“Like Bosnia was before it, Afghanistan will probably be carved up into journalistic fiefdoms by local powers with an interest in keeping enmity alive, further fragmenting the country’s fragile society. So far, international efforts have focused on broadcasting news reported by non-Afghans…these efforts may do some good, but they will also soak up enormous amounts of precious aid…What Afghans need most from their journalists is not explanations from the outside world and its views, but reliable information and honest debate within their own society.”

-Anthony Borden and Edward Girardet, New York Times

“If you think covering the war is hard…try covering peace.”

-AP foreign editor Nate Polowetzky (in 1994)

“Reporters are like soldiers. The less they know, the longer they live.”

-Croatian militiaman, quoted in Nieman Reports, Winter 1999-Spring 2000.

“Freedom of the press, like any rights, costs money.”

-Prof. Stephen Kotkin, Russian history professor at Princeton University.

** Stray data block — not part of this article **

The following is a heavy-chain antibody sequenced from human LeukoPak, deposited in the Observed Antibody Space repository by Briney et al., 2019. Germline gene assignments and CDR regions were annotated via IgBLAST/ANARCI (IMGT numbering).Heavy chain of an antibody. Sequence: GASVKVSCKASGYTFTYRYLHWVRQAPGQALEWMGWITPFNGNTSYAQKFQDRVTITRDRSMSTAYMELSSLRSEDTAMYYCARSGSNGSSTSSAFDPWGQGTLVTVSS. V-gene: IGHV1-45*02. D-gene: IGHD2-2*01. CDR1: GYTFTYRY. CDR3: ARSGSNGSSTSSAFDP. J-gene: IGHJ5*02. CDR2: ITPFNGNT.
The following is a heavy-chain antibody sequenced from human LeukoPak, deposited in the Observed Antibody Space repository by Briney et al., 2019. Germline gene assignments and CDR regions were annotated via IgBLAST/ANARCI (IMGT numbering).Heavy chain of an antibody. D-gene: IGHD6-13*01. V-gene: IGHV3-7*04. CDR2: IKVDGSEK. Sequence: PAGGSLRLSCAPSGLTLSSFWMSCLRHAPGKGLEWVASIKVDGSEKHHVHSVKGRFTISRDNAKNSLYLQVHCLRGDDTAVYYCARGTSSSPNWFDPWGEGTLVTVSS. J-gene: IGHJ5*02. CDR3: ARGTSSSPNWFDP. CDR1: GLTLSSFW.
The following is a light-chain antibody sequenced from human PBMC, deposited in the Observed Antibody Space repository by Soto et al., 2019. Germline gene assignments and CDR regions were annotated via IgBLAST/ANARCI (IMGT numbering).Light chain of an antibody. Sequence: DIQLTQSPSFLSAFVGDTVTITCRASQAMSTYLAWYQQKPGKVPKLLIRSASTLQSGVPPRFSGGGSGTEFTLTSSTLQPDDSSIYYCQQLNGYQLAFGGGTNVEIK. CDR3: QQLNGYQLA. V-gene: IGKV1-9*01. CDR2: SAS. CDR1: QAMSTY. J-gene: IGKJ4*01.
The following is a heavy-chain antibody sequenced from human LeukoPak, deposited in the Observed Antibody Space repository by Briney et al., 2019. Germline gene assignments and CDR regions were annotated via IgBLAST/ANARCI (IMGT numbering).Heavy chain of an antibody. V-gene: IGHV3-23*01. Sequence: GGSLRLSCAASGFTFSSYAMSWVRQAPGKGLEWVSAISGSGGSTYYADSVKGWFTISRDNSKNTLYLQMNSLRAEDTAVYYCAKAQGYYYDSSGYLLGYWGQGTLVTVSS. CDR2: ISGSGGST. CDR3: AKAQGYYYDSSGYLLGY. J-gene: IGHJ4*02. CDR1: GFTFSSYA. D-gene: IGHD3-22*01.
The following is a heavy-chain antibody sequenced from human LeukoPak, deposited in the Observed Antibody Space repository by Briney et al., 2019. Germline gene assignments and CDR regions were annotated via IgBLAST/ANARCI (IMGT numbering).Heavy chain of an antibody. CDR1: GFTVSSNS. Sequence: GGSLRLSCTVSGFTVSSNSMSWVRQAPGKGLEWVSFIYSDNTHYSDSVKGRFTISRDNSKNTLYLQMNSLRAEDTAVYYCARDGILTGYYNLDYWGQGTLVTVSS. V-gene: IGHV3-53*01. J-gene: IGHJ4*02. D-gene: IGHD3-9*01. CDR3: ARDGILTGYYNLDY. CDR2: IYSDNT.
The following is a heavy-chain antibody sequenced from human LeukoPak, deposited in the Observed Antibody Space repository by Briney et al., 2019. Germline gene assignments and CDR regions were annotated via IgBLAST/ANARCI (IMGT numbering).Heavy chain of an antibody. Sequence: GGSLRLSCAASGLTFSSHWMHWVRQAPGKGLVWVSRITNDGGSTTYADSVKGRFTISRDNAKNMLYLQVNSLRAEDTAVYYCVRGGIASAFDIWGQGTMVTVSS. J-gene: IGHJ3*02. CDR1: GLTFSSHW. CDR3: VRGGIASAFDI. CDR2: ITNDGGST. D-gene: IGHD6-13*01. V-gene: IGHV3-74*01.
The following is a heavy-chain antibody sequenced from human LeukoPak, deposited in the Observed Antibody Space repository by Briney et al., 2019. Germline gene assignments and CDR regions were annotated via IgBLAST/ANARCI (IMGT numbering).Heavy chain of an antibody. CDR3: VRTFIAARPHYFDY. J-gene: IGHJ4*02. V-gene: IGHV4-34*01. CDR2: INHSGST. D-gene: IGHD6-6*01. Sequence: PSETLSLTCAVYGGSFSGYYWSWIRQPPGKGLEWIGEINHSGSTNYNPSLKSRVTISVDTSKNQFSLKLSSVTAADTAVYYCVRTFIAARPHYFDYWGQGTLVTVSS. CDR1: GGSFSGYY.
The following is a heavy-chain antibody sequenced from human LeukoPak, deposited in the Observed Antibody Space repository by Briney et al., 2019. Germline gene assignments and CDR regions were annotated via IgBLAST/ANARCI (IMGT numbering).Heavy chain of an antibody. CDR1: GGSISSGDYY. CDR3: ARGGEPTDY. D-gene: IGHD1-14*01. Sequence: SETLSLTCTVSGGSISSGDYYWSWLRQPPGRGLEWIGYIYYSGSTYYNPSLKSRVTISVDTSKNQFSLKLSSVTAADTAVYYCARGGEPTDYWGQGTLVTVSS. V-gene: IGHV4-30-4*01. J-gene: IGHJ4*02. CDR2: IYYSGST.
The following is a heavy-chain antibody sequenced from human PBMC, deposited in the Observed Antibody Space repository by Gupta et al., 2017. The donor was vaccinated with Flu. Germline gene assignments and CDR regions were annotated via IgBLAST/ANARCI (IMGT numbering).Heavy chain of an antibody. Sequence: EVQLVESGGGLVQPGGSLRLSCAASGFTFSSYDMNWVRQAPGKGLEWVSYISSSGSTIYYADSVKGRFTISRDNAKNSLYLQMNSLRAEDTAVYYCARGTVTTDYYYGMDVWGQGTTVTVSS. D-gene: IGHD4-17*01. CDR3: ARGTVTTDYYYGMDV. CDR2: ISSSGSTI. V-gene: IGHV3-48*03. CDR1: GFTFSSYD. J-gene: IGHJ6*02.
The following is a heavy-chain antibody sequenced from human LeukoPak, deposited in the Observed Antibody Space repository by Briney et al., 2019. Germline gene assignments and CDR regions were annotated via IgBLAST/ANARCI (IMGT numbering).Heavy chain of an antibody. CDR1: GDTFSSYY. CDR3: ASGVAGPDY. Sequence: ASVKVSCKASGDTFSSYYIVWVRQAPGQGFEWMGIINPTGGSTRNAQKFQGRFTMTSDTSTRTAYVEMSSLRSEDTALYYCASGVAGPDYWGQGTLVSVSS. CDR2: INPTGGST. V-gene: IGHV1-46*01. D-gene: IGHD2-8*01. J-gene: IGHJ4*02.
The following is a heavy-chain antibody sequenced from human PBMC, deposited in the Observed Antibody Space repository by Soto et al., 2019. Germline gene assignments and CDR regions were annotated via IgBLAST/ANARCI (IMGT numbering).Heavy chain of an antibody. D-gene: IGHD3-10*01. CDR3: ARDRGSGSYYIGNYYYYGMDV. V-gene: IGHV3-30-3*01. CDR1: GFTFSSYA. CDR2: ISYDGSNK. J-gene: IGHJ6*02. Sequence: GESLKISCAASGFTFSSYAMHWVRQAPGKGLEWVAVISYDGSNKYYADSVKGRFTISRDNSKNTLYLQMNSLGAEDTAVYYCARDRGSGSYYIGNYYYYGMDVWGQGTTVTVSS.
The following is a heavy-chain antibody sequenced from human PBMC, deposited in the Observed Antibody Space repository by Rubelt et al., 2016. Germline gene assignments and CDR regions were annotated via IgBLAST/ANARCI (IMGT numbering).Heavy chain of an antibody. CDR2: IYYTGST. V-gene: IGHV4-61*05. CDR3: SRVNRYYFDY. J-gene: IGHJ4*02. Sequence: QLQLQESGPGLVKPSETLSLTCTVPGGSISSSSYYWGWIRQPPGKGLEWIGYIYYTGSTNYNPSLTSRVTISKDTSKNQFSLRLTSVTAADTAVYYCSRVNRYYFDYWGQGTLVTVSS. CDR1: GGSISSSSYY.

Despite these sobering observations, there is some hope that pluralistic, professional journalism will emerge from the rubble of Afghanistan. Internews, a non-profit NGO that has done much to revive journalism in the post-Communist world, has recently received a grant from the US government to develop a decentralized, independent radio and television network in Afghanistan. They will be working with the Afghan Media Resource Center, which has been the locus of non-Taliban, Afghan journalists since 1986. They will try to neutralize the impact of the kind of factional media that plague other conflict zones, continuing to incite violence. I have been impressed with Internews as I have been working with them on another new project: figuring out how media policies (laws and official practices) might be improved around the world to enable greater freedom of expression and access to information. Internews’ Open Media Campaign aims to collaborate with existing free expression organizations in a sustained effort that is being designed from the ground up in participating countries.

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